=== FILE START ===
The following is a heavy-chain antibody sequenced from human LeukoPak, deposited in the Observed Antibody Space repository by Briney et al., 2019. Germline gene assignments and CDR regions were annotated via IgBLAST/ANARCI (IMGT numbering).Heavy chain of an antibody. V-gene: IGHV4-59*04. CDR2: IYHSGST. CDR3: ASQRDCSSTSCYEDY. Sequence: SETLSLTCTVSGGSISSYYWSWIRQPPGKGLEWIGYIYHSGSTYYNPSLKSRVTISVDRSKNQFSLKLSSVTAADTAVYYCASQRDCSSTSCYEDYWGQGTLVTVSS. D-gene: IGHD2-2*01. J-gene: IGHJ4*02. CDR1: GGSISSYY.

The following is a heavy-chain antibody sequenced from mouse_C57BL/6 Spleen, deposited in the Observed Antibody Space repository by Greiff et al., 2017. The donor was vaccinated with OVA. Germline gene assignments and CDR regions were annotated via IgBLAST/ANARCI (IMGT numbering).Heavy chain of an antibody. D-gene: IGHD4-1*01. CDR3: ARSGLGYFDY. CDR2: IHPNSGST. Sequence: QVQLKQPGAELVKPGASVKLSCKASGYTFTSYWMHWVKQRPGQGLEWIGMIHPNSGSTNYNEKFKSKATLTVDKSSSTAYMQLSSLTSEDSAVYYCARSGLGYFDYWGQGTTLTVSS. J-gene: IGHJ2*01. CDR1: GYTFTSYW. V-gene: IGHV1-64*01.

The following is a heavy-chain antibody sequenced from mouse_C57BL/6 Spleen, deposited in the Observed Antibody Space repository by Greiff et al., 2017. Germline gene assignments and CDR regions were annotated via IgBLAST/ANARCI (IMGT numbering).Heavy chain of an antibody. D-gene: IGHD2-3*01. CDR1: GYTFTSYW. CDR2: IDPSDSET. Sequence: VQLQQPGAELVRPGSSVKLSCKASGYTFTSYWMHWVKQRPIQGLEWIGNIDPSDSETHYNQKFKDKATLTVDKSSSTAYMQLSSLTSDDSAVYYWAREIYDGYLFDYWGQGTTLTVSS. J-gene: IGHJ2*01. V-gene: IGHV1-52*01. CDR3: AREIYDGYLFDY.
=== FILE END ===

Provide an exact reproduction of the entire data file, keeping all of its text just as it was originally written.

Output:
The following is a heavy-chain antibody sequenced from human LeukoPak, deposited in the Observed Antibody Space repository by Briney et al., 2019. Germline gene assignments and CDR regions were annotated via IgBLAST/ANARCI (IMGT numbering).Heavy chain of an antibody. V-gene: IGHV4-59*04. CDR2: IYHSGST. CDR3: ASQRDCSSTSCYEDY. Sequence: SETLSLTCTVSGGSISSYYWSWIRQPPGKGLEWIGYIYHSGSTYYNPSLKSRVTISVDRSKNQFSLKLSSVTAADTAVYYCASQRDCSSTSCYEDYWGQGTLVTVSS. D-gene: IGHD2-2*01. J-gene: IGHJ4*02. CDR1: GGSISSYY.

The following is a heavy-chain antibody sequenced from mouse_C57BL/6 Spleen, deposited in the Observed Antibody Space repository by Greiff et al., 2017. The donor was vaccinated with OVA. Germline gene assignments and CDR regions were annotated via IgBLAST/ANARCI (IMGT numbering).Heavy chain of an antibody. D-gene: IGHD4-1*01. CDR3: ARSGLGYFDY. CDR2: IHPNSGST. Sequence: QVQLKQPGAELVKPGASVKLSCKASGYTFTSYWMHWVKQRPGQGLEWIGMIHPNSGSTNYNEKFKSKATLTVDKSSSTAYMQLSSLTSEDSAVYYCARSGLGYFDYWGQGTTLTVSS. J-gene: IGHJ2*01. CDR1: GYTFTSYW. V-gene: IGHV1-64*01.

The following is a heavy-chain antibody sequenced from mouse_C57BL/6 Spleen, deposited in the Observed Antibody Space repository by Greiff et al., 2017. Germline gene assignments and CDR regions were annotated via IgBLAST/ANARCI (IMGT numbering).Heavy chain of an antibody. D-gene: IGHD2-3*01. CDR1: GYTFTSYW. CDR2: IDPSDSET. Sequence: VQLQQPGAELVRPGSSVKLSCKASGYTFTSYWMHWVKQRPIQGLEWIGNIDPSDSETHYNQKFKDKATLTVDKSSSTAYMQLSSLTSDDSAVYYWAREIYDGYLFDYWGQGTTLTVSS. J-gene: IGHJ2*01. V-gene: IGHV1-52*01. CDR3: AREIYDGYLFDY.